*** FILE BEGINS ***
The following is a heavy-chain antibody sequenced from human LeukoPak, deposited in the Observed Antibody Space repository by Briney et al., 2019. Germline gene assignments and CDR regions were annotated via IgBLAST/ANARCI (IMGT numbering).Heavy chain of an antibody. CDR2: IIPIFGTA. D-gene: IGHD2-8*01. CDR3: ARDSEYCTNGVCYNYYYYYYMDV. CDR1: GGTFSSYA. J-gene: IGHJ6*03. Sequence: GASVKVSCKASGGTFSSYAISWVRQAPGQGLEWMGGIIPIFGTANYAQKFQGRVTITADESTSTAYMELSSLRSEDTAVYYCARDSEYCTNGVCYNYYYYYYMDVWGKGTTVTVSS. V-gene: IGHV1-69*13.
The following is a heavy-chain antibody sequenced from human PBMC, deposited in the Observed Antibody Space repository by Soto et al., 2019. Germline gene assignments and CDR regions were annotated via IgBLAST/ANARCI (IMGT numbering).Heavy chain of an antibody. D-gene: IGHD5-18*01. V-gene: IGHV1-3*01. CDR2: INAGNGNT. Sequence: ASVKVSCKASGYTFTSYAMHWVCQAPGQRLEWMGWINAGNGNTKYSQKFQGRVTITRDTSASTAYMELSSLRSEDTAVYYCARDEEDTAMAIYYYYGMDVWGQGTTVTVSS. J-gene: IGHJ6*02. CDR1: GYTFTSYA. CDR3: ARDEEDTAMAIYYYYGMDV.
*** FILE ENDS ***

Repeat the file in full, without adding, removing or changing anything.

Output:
The following is a heavy-chain antibody sequenced from human LeukoPak, deposited in the Observed Antibody Space repository by Briney et al., 2019. Germline gene assignments and CDR regions were annotated via IgBLAST/ANARCI (IMGT numbering).Heavy chain of an antibody. CDR2: IIPIFGTA. D-gene: IGHD2-8*01. CDR3: ARDSEYCTNGVCYNYYYYYYMDV. CDR1: GGTFSSYA. J-gene: IGHJ6*03. Sequence: GASVKVSCKASGGTFSSYAISWVRQAPGQGLEWMGGIIPIFGTANYAQKFQGRVTITADESTSTAYMELSSLRSEDTAVYYCARDSEYCTNGVCYNYYYYYYMDVWGKGTTVTVSS. V-gene: IGHV1-69*13.
The following is a heavy-chain antibody sequenced from human PBMC, deposited in the Observed Antibody Space repository by Soto et al., 2019. Germline gene assignments and CDR regions were annotated via IgBLAST/ANARCI (IMGT numbering).Heavy chain of an antibody. D-gene: IGHD5-18*01. V-gene: IGHV1-3*01. CDR2: INAGNGNT. Sequence: ASVKVSCKASGYTFTSYAMHWVCQAPGQRLEWMGWINAGNGNTKYSQKFQGRVTITRDTSASTAYMELSSLRSEDTAVYYCARDEEDTAMAIYYYYGMDVWGQGTTVTVSS. J-gene: IGHJ6*02. CDR1: GYTFTSYA. CDR3: ARDEEDTAMAIYYYYGMDV.